From Bess Frimodig:
“Bristol’ Hidden Impact” project was part of the international printmaking conference IMPACT.
The Hidden Impact project focused on showing prints in unexpected places, as in churches, public toilets and shop window.These prints then formed a trail. I and my collaborator Anna Harley picked Great George Street in central Bristol. The work, which subverted real estate placards, was site-specific and developed through an on going dialogue with the people living and working on this street.
The images explored the hopes, dreams and anxieties people have in relation to their property; issues that are central to ordinary people in the current economic climate of falling house prices, the threat of redundancy and home repossession.
The prints were the same size as the real-estate placards and produced from materials and substrates found inside private homes and DIY depots, such as linoleum, wooden floors, rugs and wallpapers.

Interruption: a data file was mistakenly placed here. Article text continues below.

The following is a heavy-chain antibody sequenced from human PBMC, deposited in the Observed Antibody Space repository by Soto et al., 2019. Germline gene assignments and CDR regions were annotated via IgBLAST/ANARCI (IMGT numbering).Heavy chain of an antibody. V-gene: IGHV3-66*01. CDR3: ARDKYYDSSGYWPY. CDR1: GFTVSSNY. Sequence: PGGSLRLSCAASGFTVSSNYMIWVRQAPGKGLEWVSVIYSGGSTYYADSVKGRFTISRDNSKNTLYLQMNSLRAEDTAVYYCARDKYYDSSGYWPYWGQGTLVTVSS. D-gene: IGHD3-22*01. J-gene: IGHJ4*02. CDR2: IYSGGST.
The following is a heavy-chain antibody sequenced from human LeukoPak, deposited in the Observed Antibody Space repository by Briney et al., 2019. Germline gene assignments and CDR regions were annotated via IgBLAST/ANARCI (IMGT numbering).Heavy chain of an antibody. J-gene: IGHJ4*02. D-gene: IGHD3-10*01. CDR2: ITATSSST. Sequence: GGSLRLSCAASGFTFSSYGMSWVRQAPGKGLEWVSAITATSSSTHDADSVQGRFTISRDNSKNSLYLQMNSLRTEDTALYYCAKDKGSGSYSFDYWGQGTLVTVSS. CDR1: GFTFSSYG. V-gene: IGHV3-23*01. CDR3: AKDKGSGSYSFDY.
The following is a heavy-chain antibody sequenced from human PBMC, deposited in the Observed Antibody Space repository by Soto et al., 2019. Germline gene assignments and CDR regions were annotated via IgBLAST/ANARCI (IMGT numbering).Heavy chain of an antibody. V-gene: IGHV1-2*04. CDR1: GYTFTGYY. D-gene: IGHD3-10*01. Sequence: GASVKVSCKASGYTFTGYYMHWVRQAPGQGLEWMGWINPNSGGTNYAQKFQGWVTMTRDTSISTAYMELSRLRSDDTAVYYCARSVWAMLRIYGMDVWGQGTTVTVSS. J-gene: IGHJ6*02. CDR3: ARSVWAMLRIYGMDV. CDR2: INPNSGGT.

The aim was to create a visual link between the inhabitants and the audience on the street, evoking thoughts and feelings around what a home means, what it is worth and how much it costs or offers in emotional terms.
It turned out to be positive, involved and the formation of ways forward for socially engaged art, which started with simply knocking on doors, posting fliers, talking and putting up the prints.
Some reactions were unexpected- such as the protester against the family planning agency who mistook the ‘nest-egg’ placards for ‘eggs for sale’ and threw in the basement! The ‘let by’ sign held the attention by drawing people to the wall paper- only to find bugs crawling. A quiet message to the landlords renting out to students- according to the participants of Great George Street. To see is sometimes to think twice.
In conclusion, the feedback stated by person who was part of the dialogue through her company said- ’ more art in the streets’.
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